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Industry Research : Five Steps to Beat the Cold Callers
London, UK, June 19, 2015 — While the majority of us consider them deeply annoying it is the elderly who are arguably more vulnerable because they’re most likely to answer their landlines and least likely to have caller-ID installed, which would enable them to ignore unfamiliar numbers.
Cold calling is a modern-day scourge that has made picking up the phone in expectation of a pleasant conversation or an urgent personal communication fraught with the frustration of discovering that the interruption is an unknown sales person who is pretending to be your friend.
The problem has reached epic proportions in recent months and Ofcom has received more than 61,500 official complaints since December.
Now Which? has launched a campaign to force the Government to do more to end the endless irritation of unwanted marketing calls. Information commissioner Christopher Graham, who heads the office responsible for enforcing the Data Protection Act, describes the cold-calling business as "the dirty trade in people’s personal details".
One call centre raided by his office in March was discovered to be making up to six million nuisance calls a day using sophisticated technology. The company in Hove, East Sussex, reportedly held more than 90 million numbers – more than one for every person in the UK.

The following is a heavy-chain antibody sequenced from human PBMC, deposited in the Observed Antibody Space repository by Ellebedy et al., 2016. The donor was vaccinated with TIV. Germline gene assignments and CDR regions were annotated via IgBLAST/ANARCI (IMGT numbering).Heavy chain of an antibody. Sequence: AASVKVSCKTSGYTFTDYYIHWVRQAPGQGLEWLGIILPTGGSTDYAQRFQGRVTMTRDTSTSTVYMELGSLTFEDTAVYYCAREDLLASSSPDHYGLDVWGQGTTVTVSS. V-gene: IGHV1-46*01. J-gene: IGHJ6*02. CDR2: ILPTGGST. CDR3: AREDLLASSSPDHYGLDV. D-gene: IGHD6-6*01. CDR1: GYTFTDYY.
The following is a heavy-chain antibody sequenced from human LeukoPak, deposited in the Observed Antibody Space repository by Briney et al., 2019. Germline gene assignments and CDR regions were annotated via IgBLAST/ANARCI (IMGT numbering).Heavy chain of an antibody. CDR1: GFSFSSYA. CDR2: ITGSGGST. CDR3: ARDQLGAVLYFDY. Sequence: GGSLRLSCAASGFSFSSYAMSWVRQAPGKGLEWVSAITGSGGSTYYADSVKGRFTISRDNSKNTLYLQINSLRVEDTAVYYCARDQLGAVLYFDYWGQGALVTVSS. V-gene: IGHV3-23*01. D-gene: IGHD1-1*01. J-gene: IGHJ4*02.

Investigators said the centre would routinely call every number in its database via an automatic computer system and – after exhausting the list – would restart the process. With just two per cent of those who receive unwanted calls reporting them to the regulator it is likely that around three million of us have received irritating calls since the Government set up a task force last December.
Chaired by Which? it outlined 15 recommendations for action on such calls and texts. But the problem persists.
"People are sick of being bombarded with nuisance calls that invade their privacy and waste their time," says Richard Lloyd, executive director of the campaigning consumer rights charity and responsible for the Which? Calling Time campaign. Which? is now asking the Government, regulators and businesses to renew their efforts to solve the problem.
In the meantime what can you do to stop unwanted telephone calls, who are the culprits making them and how can you complain? Follow our survivors’ guide to beating cold calls.
Register for free with the Telephone Preference Service (TPS): Call 0845 0700707 or www.tpsonline.org.uk UK-based companies are barred from making unsolicited calls to TPS-registered phone numbers, although calling the number will not stop computer-generated calls or calls from companies based abroad. Firms that still call you are breaking the law and you can report them to the TPS if you record the time and date of the call and note the telephone number and company name. If the number does not come up on your phone, dial 1471 after the call and pass the details on to Ofcom so it can take action. If you still get nuisance calls 28 days after contacting the TPS you can make a complaint by going to https://complaints. tpsonline.org.uk/consumer or by calling the TPS number above. If you do receive an unwanted cold call ask the person at the other end of the line to delete all of your details from their records. Ask: "Is this a marketing call?" Then say: "I do not accept marketing calls at this number. Please remove me from your records immediately." Then hang up. It is also a good idea to put the request in writing by asking for their address so that there is a record if the calls persist. Whether the firm does take you off their records is another matter entirely but at the very least this suggestion enables you to take swift control of the conversation and put the phone down quickly in a firm but polite way.